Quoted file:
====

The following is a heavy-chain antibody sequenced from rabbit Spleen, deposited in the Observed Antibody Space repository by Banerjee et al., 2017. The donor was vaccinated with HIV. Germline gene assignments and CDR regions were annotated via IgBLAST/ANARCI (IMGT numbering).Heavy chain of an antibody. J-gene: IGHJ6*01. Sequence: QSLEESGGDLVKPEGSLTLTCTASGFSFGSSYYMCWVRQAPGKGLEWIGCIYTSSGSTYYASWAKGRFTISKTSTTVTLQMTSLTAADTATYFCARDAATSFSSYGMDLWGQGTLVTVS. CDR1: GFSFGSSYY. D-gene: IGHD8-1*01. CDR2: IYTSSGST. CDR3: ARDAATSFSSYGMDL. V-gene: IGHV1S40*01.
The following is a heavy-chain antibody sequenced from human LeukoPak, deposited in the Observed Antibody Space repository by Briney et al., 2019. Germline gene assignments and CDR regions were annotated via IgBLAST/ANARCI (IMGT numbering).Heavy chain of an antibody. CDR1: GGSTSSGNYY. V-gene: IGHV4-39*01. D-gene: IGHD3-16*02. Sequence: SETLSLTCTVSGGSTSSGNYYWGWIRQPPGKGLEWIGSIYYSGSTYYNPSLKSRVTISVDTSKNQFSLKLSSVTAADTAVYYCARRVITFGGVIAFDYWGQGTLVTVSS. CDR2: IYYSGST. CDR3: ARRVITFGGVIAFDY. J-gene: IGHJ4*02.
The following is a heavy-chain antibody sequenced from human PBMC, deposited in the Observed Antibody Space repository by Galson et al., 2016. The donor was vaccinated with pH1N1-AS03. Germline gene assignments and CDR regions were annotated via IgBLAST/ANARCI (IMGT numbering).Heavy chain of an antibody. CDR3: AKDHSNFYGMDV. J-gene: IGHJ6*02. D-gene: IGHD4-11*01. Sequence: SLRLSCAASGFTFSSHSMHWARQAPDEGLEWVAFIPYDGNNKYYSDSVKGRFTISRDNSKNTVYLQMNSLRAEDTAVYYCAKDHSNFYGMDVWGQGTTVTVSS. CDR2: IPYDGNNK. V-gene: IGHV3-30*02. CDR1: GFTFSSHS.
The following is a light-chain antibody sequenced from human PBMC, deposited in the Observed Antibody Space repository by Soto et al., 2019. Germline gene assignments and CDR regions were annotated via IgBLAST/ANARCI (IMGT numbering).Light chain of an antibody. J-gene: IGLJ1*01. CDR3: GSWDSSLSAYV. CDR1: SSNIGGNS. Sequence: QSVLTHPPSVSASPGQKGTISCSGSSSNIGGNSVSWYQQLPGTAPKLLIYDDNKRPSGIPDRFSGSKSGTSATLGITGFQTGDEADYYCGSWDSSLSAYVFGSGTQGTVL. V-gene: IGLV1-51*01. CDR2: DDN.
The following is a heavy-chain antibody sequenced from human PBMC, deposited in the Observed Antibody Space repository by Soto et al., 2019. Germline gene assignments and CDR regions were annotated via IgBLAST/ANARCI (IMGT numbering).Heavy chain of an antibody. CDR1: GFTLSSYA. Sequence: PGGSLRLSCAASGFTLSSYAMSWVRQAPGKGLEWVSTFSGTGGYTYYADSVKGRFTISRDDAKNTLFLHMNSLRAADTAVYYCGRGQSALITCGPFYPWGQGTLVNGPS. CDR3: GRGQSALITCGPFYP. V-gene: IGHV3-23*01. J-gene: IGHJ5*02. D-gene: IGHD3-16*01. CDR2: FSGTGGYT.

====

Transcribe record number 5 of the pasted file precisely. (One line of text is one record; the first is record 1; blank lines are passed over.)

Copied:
The following is a heavy-chain antibody sequenced from human PBMC, deposited in the Observed Antibody Space repository by Soto et al., 2019. Germline gene assignments and CDR regions were annotated via IgBLAST/ANARCI (IMGT numbering).Heavy chain of an antibody. CDR1: GFTLSSYA. Sequence: PGGSLRLSCAASGFTLSSYAMSWVRQAPGKGLEWVSTFSGTGGYTYYADSVKGRFTISRDDAKNTLFLHMNSLRAADTAVYYCGRGQSALITCGPFYPWGQGTLVNGPS. CDR3: GRGQSALITCGPFYP. V-gene: IGHV3-23*01. J-gene: IGHJ5*02. D-gene: IGHD3-16*01. CDR2: FSGTGGYT.